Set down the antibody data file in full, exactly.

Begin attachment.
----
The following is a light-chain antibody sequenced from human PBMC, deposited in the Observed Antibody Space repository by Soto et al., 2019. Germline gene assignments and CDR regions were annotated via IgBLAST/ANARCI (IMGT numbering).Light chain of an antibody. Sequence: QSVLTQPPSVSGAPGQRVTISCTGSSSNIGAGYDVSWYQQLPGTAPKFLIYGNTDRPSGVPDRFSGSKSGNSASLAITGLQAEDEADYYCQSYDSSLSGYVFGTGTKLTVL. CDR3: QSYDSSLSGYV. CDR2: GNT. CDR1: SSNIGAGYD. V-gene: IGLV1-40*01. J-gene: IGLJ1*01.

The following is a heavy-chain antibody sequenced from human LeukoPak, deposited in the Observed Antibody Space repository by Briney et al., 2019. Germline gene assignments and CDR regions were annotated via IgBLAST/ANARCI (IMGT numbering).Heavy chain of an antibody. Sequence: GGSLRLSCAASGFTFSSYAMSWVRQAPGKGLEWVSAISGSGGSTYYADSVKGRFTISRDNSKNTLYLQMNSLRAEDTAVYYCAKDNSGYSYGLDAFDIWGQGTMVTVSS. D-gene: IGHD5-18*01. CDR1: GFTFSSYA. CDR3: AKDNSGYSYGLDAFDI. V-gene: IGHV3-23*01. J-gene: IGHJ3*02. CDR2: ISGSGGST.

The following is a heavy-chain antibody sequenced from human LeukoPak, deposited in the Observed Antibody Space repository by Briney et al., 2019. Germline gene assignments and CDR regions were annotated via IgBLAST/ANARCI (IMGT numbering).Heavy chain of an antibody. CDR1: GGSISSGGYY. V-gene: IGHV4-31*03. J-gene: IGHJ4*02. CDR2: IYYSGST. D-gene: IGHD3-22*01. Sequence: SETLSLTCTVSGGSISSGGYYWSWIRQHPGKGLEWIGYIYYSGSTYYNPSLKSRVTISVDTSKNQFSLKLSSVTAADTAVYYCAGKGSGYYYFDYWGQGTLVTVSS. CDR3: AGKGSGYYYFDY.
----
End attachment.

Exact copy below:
The following is a light-chain antibody sequenced from human PBMC, deposited in the Observed Antibody Space repository by Soto et al., 2019. Germline gene assignments and CDR regions were annotated via IgBLAST/ANARCI (IMGT numbering).Light chain of an antibody. Sequence: QSVLTQPPSVSGAPGQRVTISCTGSSSNIGAGYDVSWYQQLPGTAPKFLIYGNTDRPSGVPDRFSGSKSGNSASLAITGLQAEDEADYYCQSYDSSLSGYVFGTGTKLTVL. CDR3: QSYDSSLSGYV. CDR2: GNT. CDR1: SSNIGAGYD. V-gene: IGLV1-40*01. J-gene: IGLJ1*01.

The following is a heavy-chain antibody sequenced from human LeukoPak, deposited in the Observed Antibody Space repository by Briney et al., 2019. Germline gene assignments and CDR regions were annotated via IgBLAST/ANARCI (IMGT numbering).Heavy chain of an antibody. Sequence: GGSLRLSCAASGFTFSSYAMSWVRQAPGKGLEWVSAISGSGGSTYYADSVKGRFTISRDNSKNTLYLQMNSLRAEDTAVYYCAKDNSGYSYGLDAFDIWGQGTMVTVSS. D-gene: IGHD5-18*01. CDR1: GFTFSSYA. CDR3: AKDNSGYSYGLDAFDI. V-gene: IGHV3-23*01. J-gene: IGHJ3*02. CDR2: ISGSGGST.

The following is a heavy-chain antibody sequenced from human LeukoPak, deposited in the Observed Antibody Space repository by Briney et al., 2019. Germline gene assignments and CDR regions were annotated via IgBLAST/ANARCI (IMGT numbering).Heavy chain of an antibody. CDR1: GGSISSGGYY. V-gene: IGHV4-31*03. J-gene: IGHJ4*02. CDR2: IYYSGST. D-gene: IGHD3-22*01. Sequence: SETLSLTCTVSGGSISSGGYYWSWIRQHPGKGLEWIGYIYYSGSTYYNPSLKSRVTISVDTSKNQFSLKLSSVTAADTAVYYCAGKGSGYYYFDYWGQGTLVTVSS. CDR3: AGKGSGYYYFDY.